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Father's Day

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Release Date: 
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Directed by: 
Adam Brooks
Mackenzie Murdock
Matthew Kennedy
Bottom Line: 

When this film first came I was excited to view it, With a name like Father’s Day and a lineage of Troma film studios I thought it might be the companion piece to MOTHER’S DAY which was (in my opinion) this studios best film of all time. Let me say that not only did I choose wrong when I selected this film, I have never been so punished by making a wrong choice in recent memory. Even writing about this thing, investing a few minutes of hard thought into this film (which is a lot more than they spent when they made it) is an exquisite and demeaning pain to me, like being one of the poor Fathers that were senselessly ass raped in this film.

Did my words put you off just now, the hint of generous scenes of unrated ass rape? If not, it’s got scenes of a small child being knifed to the eyeballs, a matter of fact confession by God himself where he admits that he is also the Devil, and a scene where a (human looking) demon child is brutally stomped to death by the very main character protagonist “heros” who helped create it (through incest) a few scenes earlier.

Any one of these gambits far surpassed the usual feeling of sweet savage senselessness or ever-present fun nihilism of all grindhouse movies for this humble reviewer. This film hates itself as much as it does you and it crams in as many violent sexual budget effects until it becomes a parody of itself and of any coherent drama.  

There is a basic plot however, this I must concede. It seems there is this mutated man beast named Chris Fuchman (picture THE OFFICE’S Dwight Schrute in a permanent roid rage) a man who wanders around killing other peoples Fathers, ass raping them and dismembering them (not always in that order). Four people band together to stop him, Unlikely allies indeed: There Is Ahab, a childhood victim of “The Fuchman” who is obsessed with vengeance (and maple syrup). Twink, a gay teenage street hustler whose own father hated him (and ultimately fell prey to the Fuchman) leaving him with a lot of unresolved issues to deal with. Father John Sullivan, a reactionary man who is prone to fits of swearing and spontaneous gay sex. Finally, there is Chelsea, Ahab’s kid sister who works as a stripper and a much needed platform of naked breasts in a movie filled with scenes of butchery and unrated ass rape.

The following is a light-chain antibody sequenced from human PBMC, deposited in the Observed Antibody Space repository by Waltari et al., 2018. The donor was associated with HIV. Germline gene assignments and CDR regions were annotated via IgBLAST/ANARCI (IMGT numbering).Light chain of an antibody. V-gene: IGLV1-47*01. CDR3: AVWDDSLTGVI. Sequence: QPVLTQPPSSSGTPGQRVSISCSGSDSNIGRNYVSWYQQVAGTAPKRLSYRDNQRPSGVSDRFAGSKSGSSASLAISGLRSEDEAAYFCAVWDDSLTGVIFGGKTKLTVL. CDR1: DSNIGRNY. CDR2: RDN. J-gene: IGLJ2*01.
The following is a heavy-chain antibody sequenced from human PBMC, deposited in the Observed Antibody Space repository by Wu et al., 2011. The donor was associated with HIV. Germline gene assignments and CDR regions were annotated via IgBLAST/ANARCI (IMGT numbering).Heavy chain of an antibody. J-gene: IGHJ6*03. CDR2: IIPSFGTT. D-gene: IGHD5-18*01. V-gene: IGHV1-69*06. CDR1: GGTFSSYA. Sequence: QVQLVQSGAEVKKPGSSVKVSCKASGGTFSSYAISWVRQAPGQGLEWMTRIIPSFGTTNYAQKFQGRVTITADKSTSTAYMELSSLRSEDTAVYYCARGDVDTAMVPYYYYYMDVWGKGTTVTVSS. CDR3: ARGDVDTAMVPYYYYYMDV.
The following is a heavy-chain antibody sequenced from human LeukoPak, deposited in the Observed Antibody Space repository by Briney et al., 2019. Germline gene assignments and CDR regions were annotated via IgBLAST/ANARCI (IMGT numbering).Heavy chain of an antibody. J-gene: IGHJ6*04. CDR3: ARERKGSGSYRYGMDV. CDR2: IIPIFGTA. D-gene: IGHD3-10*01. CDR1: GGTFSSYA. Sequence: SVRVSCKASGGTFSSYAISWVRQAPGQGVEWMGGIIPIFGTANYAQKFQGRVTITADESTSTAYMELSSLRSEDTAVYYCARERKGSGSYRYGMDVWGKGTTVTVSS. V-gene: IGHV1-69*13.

If these characters were allowed to play their personalities straight (no pun intended) it would have been a big enough challenge to make this into a decent film. Instead, as you can imagine by now, the world of Father’s Day is not based in the laws of reality whatsoever. The Chris Fuchman character is not just a gay serial killer, but he is in fact a demon who can only be confronted in hell itself, and only then when each of the characters have shot themselves in the head DEER HUNTER style to reach him. Of course, the priest “accidentally” goes to Heaven and he is only able to join his buddies in hell by pulling a gun God himself, (played by Lloyd Kaufman, head of Troma pictures). There is one pivotal scene with illustrates how wrong this film is on all levels. In one scene, Ahab is apparently seduced by his own biological sister Chelsea. As he mounts her from the rear, she mysteriously changes into “The Fuchman”. It seems the big bad “sodomonster” took over her soul, unbeknownst to Ahab. Yet by the time incest is just another plot device and the head bad guy has the ability to shift into a twenty foot high beast against bad blue screen depictions of hell, this thing is so far of the stratosphere of bad, it can never be seen as “good”. I can’t imagine who will actually enjoy this thing except maybe for aspiring gay serial killers who hate organized religion and a coherent plot in a movie.  All others please steer clear of this “ass Troma”.

Extras include a full size cardboard portfolio featuring above cover art which could be repurposed into a school folder (also including a locker sized poster of same cover art). This would be perfect for a small child to take to school, starting a long relationship with the county’s mental health authorities early in life and all but ensuring that no other child would ever play with them.

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